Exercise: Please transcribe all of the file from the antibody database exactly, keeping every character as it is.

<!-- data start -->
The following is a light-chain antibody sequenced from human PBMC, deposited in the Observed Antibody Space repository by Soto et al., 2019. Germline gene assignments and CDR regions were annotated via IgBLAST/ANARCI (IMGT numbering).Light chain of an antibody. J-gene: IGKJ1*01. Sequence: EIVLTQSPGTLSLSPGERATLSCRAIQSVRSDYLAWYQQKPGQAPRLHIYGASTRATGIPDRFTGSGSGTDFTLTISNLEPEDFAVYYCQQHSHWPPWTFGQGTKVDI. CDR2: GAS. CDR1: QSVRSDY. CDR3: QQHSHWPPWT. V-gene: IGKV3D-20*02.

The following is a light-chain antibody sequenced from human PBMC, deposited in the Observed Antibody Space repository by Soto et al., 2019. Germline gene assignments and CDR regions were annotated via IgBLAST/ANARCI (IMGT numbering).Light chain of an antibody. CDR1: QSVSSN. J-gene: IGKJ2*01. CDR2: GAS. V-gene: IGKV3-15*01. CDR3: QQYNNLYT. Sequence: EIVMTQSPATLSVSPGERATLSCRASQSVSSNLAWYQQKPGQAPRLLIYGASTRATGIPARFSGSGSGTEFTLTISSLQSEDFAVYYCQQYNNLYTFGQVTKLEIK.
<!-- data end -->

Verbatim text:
The following is a light-chain antibody sequenced from human PBMC, deposited in the Observed Antibody Space repository by Soto et al., 2019. Germline gene assignments and CDR regions were annotated via IgBLAST/ANARCI (IMGT numbering).Light chain of an antibody. J-gene: IGKJ1*01. Sequence: EIVLTQSPGTLSLSPGERATLSCRAIQSVRSDYLAWYQQKPGQAPRLHIYGASTRATGIPDRFTGSGSGTDFTLTISNLEPEDFAVYYCQQHSHWPPWTFGQGTKVDI. CDR2: GAS. CDR1: QSVRSDY. CDR3: QQHSHWPPWT. V-gene: IGKV3D-20*02.

The following is a light-chain antibody sequenced from human PBMC, deposited in the Observed Antibody Space repository by Soto et al., 2019. Germline gene assignments and CDR regions were annotated via IgBLAST/ANARCI (IMGT numbering).Light chain of an antibody. CDR1: QSVSSN. J-gene: IGKJ2*01. CDR2: GAS. V-gene: IGKV3-15*01. CDR3: QQYNNLYT. Sequence: EIVMTQSPATLSVSPGERATLSCRASQSVSSNLAWYQQKPGQAPRLLIYGASTRATGIPARFSGSGSGTEFTLTISSLQSEDFAVYYCQQYNNLYTFGQVTKLEIK.